In view of a previous report of development of chronic glomerulonephritis following chronic topical application (5-10 years) of the dye (6) we performed renal biopsies in 20 patients after recovery from ARF following ingestion. We also biopsied three patients with chronic skin application of the dye but with no history of ingestion. In the latter three patients, there was no evidence of renal impairment, hypertension, proteinuria or hematuria. Fifteen of the 20 patients who presented following acute ingestion showed no abnormality on light microscopy (we have no facilities for immunofluorescence or electron microscopy) and five showed mild mesangial proliferation. On the other hand, the three patients with chronic contact showed focal glomerulosclerosis. In addition, one of our patients who recovered from ARF following acute dye ingestion developed nephrotic syndrome one year after recovery. A renal biopsy on her also showed focal glomerulosclerosis.
| Discussion|| |
Hair-dye containing PPD is widely used in Sudan for hair coloration and is added to Henna to accentuate the color when used on the skin. Our experience has shown that overdose with this chemical is common, and can be fatal if taken in large quantities. Death is usually caused by angioneurotic edema or fatal arrhythmias due to direct cardiotoxicity of this chemical. We found a high incidence (60%) of severe ARF requiring dialysis. The cause of renal injury is probably direct nephrotoxicity of the compound. Rhabdomyolysis caused by PPD has also been implicated as the cause of ARF in these patients  . Recovery from ARF is invariable if adequate care is taken and there are no or few clinical or histological residual effects. Chronic application of the dye to the skin can lead over many years to glomerular injury and in three patients in our series it was shown to produce focal glomerulosclerosis. The exact mechanism by which this is caused is unknown.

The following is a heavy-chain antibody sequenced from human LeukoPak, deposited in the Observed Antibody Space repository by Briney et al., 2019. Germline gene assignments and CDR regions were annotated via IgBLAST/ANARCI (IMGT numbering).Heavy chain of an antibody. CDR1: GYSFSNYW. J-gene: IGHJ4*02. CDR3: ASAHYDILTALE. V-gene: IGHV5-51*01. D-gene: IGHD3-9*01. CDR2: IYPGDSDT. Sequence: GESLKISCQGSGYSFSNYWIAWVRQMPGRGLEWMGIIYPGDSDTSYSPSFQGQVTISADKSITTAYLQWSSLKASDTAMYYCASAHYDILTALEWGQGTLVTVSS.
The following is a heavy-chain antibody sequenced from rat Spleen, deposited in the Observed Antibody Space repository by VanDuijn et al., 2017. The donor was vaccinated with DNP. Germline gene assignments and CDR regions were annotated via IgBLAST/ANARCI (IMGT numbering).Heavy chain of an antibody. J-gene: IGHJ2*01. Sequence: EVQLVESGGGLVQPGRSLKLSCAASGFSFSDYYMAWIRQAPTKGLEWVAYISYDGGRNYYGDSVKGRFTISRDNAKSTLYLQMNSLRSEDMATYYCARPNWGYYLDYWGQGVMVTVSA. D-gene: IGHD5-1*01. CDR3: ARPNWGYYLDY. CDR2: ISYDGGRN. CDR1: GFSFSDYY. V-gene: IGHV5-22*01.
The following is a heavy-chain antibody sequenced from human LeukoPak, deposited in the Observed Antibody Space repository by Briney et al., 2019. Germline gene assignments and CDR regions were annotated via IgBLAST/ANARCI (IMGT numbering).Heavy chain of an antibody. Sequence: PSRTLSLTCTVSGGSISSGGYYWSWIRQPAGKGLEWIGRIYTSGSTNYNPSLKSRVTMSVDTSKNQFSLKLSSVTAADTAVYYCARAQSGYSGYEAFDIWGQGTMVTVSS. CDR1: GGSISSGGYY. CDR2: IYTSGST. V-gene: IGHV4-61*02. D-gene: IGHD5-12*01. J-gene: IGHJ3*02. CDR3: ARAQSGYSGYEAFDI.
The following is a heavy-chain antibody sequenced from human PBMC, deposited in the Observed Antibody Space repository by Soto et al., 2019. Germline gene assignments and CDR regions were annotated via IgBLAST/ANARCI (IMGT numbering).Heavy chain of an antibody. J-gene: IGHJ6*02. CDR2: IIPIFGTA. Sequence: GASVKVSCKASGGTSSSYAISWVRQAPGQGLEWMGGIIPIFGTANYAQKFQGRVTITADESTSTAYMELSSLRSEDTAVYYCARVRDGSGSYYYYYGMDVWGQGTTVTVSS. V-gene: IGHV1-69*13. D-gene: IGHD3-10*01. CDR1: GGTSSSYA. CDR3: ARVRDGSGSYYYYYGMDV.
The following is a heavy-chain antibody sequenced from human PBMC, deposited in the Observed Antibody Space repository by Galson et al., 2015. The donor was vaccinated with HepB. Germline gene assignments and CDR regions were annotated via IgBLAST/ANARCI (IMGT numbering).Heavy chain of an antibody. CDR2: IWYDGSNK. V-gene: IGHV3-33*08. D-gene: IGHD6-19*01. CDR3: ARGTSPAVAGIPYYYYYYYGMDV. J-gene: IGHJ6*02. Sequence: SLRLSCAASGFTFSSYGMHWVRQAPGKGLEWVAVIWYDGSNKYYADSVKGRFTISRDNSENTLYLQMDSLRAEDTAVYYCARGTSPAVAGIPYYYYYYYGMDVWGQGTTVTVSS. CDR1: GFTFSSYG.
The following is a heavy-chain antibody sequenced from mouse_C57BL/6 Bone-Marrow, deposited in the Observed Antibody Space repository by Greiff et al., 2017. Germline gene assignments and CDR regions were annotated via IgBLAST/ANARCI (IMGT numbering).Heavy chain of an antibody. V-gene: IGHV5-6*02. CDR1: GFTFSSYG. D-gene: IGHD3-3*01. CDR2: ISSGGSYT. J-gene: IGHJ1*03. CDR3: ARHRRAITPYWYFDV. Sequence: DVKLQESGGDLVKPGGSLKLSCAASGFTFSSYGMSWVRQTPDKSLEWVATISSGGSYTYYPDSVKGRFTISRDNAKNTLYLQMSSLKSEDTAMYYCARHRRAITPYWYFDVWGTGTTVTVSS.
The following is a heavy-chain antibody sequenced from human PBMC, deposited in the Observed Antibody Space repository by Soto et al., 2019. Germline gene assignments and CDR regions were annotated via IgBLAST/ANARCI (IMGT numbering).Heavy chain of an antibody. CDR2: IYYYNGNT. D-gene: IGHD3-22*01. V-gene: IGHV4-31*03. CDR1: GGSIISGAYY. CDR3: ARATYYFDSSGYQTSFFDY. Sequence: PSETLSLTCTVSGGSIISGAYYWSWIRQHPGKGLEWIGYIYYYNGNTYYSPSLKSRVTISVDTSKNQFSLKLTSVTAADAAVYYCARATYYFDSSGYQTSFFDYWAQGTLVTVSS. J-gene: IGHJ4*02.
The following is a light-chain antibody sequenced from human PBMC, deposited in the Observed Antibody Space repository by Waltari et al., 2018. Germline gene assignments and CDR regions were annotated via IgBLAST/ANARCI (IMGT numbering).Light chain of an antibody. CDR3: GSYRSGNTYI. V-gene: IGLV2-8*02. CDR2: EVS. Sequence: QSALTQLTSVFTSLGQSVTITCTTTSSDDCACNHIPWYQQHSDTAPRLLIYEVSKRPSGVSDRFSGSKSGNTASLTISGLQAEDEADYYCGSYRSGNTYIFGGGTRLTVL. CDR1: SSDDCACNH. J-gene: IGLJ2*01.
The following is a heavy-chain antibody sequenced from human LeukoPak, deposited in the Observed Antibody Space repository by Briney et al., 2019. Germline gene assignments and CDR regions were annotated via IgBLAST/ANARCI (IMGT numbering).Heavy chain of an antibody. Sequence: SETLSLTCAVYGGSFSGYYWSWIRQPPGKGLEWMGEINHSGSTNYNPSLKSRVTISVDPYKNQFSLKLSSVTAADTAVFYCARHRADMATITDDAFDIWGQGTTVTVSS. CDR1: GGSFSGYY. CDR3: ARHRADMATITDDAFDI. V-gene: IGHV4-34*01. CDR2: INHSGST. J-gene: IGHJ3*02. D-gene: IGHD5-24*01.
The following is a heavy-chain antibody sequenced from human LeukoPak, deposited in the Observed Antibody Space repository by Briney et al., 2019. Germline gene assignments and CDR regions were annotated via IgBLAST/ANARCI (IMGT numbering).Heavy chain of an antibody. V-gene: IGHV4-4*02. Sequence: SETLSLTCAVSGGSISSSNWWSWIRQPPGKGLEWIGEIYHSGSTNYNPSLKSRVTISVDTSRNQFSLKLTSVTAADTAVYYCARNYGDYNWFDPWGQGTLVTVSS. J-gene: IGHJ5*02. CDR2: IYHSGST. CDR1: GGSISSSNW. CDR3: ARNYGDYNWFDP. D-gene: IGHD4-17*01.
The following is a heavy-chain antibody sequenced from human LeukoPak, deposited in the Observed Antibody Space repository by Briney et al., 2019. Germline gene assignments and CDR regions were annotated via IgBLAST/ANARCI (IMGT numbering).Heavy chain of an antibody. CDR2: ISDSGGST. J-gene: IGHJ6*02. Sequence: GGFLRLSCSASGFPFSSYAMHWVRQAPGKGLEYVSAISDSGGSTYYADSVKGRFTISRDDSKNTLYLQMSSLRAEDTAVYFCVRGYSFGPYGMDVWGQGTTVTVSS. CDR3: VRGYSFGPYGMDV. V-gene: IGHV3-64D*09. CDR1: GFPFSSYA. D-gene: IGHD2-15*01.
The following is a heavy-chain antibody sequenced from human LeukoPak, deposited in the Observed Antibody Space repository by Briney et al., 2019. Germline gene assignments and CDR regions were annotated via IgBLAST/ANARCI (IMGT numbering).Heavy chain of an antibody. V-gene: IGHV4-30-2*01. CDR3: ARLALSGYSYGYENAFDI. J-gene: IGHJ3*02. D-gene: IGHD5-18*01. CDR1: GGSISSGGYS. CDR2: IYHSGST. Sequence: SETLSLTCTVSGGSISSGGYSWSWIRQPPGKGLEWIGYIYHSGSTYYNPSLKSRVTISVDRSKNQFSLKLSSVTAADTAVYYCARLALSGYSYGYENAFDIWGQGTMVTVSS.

We recommend that the use of hair-dye containing PPD, particularly on the skin, is to be discouraged and a public education program should be initiated in this regard. Ingestion of large quantities of PPD can be fatal and the physician should assess the patient for early detection and treatment of angioneurotic edema and cardiac arrhythmias.
| References|| |
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|3.||Bowen DAL. A case of phenylenediamine poisoning. Medicine Sci Law 1963;3:216-9. |
|4.||Suliman SM, Homeida M, Aboud OI. Parapheny-lsnediamine induced acute tubular necrosis following hair dye ingestion. Hum Toxicol 1983;2:633-5. [PUBMED] |
|5.||athur AK, Gupta BN, Narang S, et al. Biochemical and histopathological changes following dermal exposure to paraphenylene diamine in guinea pigs. J Appl Toxicol 1990;10(5):383-6. |
|6.||Chronic renal failure associated with topical application of paraphenylenediamine. Br Med J Clin Res Ed 1987;294:155. |
|7.||Bourquia A, Jabrane AJ, Ramdani B, Zaid D. Systemic toxicity of paraphenylene diamine. 4 cases. Presse Med 1988; 17(35):1798-S00. |
Salma Mohamed Suliman
Khartoum Dialysis and Kidney Transplant Center, P.O. Box 102, Khartoum
[Table - 1], [Table - 2]